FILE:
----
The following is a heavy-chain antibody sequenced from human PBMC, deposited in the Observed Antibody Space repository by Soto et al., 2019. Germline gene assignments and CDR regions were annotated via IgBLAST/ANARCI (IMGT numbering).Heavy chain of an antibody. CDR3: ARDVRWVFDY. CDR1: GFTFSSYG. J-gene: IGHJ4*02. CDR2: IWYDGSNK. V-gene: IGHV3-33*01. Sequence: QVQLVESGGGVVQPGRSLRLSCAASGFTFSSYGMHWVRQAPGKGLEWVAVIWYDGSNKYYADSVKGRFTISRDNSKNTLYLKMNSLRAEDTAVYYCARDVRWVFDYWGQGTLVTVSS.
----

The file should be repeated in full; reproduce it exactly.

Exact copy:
The following is a heavy-chain antibody sequenced from human PBMC, deposited in the Observed Antibody Space repository by Soto et al., 2019. Germline gene assignments and CDR regions were annotated via IgBLAST/ANARCI (IMGT numbering).Heavy chain of an antibody. CDR3: ARDVRWVFDY. CDR1: GFTFSSYG. J-gene: IGHJ4*02. CDR2: IWYDGSNK. V-gene: IGHV3-33*01. Sequence: QVQLVESGGGVVQPGRSLRLSCAASGFTFSSYGMHWVRQAPGKGLEWVAVIWYDGSNKYYADSVKGRFTISRDNSKNTLYLKMNSLRAEDTAVYYCARDVRWVFDYWGQGTLVTVSS.